Nocino is an Italian liqueur made from green walnuts. It’s sweet, nutty, and spicy. You can mix it with a cocktail, drink it straight, or pour it over vanilla ice cream for a delicious dessert.
Like most liqueurs, nocino can be pretty pricey. A small bottle (375 ml) starts at about $30. So last summer, I decided to make my own.
To make the nocino, we first needed green walnuts. No problem, there are California walnut trees all over the place. (I assume you could use any green walnut to make this liqueur.)
Last June, I located a walnut tree on public land that was loaded with green walnuts and foraged away. Here’s what I picked, which is approximately 800 times what I needed:
I tried several recipes and found that Imbibe’s recipe was the best. It was also the simplest. You steep the walnuts in vodka for 40 days until the concoction turns the color of motor oil. Then you add syrup, let it sit for 40 more days, and you’re done.
Once finished, I did a taste test. It was pretty great! It lacked the depth of the storebought nocino, but it had all the nutty and sweet notes I was looking for. Best of all, my nocino cost a fraction of the price of the one I bought in the store.
Just how much cheaper is it to make your own nocino? I used a 750 ml bottle of vodka that cost $12 and about $1 in supplies. The green walnuts were foraged and the lemon was free from my garden. All and all, it came to $13 for twice the amount of nocino that you can buy for $30.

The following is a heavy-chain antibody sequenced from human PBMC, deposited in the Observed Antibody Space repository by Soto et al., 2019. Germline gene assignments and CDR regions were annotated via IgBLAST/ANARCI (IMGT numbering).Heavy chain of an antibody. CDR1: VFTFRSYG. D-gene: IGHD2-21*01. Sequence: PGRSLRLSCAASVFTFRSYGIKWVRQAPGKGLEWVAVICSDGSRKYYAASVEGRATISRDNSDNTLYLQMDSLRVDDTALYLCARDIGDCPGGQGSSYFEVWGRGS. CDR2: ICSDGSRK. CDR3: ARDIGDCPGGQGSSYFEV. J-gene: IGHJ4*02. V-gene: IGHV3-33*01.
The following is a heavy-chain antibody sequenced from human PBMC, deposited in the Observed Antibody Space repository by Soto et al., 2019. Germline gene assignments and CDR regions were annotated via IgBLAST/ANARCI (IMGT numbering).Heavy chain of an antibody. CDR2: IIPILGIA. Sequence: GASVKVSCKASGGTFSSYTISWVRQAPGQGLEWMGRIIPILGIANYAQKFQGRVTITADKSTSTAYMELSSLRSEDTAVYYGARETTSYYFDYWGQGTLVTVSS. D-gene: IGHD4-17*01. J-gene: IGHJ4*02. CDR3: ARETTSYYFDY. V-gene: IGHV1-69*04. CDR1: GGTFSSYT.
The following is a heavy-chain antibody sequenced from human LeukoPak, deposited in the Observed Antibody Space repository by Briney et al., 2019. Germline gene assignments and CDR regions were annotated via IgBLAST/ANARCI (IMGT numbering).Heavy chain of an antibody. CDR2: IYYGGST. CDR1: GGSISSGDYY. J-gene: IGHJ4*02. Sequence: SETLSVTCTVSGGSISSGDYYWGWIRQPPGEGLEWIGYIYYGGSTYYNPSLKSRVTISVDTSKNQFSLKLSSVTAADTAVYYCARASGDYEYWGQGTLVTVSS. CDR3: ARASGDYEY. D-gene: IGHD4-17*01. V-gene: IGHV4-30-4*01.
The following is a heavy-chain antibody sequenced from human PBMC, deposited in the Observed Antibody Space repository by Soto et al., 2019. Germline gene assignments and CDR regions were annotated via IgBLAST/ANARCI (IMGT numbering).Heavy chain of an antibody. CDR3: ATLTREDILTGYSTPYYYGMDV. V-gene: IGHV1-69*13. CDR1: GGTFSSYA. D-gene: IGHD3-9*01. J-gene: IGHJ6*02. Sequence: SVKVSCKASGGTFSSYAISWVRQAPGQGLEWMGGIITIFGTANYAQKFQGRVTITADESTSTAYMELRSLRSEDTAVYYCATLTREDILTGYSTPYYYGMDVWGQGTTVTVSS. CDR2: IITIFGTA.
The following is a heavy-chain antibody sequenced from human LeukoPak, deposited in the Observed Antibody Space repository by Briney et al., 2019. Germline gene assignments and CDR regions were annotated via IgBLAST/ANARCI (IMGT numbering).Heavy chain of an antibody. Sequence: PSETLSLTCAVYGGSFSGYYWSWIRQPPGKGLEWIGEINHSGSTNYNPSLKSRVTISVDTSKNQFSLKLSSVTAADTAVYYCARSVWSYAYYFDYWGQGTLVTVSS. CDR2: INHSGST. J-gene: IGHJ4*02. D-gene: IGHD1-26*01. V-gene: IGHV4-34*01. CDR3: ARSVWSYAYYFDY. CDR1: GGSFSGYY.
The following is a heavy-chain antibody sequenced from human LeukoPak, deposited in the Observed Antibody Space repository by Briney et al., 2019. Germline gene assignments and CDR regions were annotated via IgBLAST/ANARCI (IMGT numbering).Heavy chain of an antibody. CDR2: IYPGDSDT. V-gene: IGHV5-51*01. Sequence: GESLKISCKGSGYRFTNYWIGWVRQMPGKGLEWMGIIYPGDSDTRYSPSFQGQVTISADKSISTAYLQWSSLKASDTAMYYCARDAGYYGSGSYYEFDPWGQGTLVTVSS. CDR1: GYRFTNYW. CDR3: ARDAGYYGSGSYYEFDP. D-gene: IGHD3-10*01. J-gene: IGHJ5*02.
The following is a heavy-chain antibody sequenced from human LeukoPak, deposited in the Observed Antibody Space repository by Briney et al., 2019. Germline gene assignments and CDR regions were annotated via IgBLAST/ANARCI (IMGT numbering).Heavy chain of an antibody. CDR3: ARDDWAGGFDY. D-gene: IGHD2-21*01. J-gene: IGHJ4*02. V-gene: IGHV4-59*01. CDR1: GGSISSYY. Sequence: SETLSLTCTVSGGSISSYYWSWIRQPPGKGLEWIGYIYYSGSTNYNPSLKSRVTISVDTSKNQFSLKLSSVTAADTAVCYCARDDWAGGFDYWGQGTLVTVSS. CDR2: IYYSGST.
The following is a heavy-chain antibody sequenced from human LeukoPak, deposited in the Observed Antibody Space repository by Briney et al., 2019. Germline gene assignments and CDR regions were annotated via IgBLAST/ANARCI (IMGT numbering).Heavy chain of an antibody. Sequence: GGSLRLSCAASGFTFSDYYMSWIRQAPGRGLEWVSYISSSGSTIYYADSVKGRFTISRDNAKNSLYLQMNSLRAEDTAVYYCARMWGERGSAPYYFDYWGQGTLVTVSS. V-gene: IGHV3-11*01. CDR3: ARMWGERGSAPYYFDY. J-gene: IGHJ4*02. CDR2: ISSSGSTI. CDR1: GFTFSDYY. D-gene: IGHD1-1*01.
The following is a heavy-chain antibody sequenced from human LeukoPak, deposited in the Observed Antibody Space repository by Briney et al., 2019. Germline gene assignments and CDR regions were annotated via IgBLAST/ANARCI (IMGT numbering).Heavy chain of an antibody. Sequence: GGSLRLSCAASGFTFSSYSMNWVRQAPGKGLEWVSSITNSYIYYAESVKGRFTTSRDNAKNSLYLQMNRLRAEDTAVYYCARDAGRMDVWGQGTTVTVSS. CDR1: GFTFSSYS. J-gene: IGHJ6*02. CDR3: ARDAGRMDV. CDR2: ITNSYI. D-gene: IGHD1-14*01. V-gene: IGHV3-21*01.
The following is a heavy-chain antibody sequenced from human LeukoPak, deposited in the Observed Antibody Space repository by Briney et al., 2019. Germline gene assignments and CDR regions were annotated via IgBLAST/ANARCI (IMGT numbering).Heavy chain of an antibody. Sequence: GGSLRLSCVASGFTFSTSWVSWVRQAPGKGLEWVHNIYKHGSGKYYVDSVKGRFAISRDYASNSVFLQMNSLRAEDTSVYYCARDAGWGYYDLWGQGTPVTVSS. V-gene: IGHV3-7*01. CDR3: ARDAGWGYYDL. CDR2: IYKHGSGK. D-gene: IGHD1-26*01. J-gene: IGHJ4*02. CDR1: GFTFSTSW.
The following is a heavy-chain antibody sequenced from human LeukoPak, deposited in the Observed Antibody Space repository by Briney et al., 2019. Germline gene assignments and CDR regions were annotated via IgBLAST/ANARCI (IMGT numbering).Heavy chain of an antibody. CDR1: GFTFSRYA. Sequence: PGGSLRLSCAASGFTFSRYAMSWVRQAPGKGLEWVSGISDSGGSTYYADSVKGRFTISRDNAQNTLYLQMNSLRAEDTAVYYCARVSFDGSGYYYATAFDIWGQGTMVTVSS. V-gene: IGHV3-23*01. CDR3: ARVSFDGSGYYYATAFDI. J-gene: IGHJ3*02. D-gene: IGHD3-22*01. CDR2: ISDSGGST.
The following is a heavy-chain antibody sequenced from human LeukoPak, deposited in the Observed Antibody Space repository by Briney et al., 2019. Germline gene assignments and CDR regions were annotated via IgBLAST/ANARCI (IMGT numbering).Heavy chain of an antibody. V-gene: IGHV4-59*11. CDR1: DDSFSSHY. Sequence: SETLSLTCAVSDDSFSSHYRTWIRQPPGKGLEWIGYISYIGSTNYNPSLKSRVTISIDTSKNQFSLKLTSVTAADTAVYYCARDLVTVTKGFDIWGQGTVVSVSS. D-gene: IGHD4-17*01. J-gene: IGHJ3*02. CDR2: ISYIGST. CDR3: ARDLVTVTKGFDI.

That means that a 375 ml bottle of my nocino cost $6.50, where store-bought nocino cost $30. Making my own nocino was 79% cheaper than buying it.
Best of all, it was easy. While making nocino takes 80 days, it only takes a few minutes of work. Here’s how to do it.
Make Your Own Nocino
(This recipe is from Imbibe Magazine)
- 16 green walnuts, quartered
- Zest of 1 lemon
- 750 ml bottle of vodka
- 1/2 cup water
- 1 cup sugar
- 1 cinnamon stick
- Glass jar
- Cheese cloth
- Glass bottle
In June-August, pick green walnuts from a tree. If that doesn’t work for you, you can purchase them online.
Quarter the green walnuts. Use gloves because the walnuts can stain.
Put the green walnuts and lemon zest in the glass jar. Add the vodka. Cover the jar.
Now it looks like this:
(I didn’t have a lid for my flask, so I used a cheese cloth and a rubber band to cover it.)
Put the jar in a dark place and let the liquid steep for 40 days.
After that time, the liqueur will be dark brown, but will taste abrasive. It’s time to add the syrup.
In the pan, combine water, sugar, and cinnamon stick. Turn on the heat and stir until the sugar dissolves. Cool. Throw out the cinnamon stick.
Strain the spent walnuts out of the liqueur. Add the syrup. Cover and let sit for another 40 days.
At the end of that time, strain the liqueur through a cheese cloth to get out the bits of walnut and cinnamon. Pour into a glass bottle.
Ta-da! You’ve got yourself a delicious, versatile liqueur. It makes a great gift, too.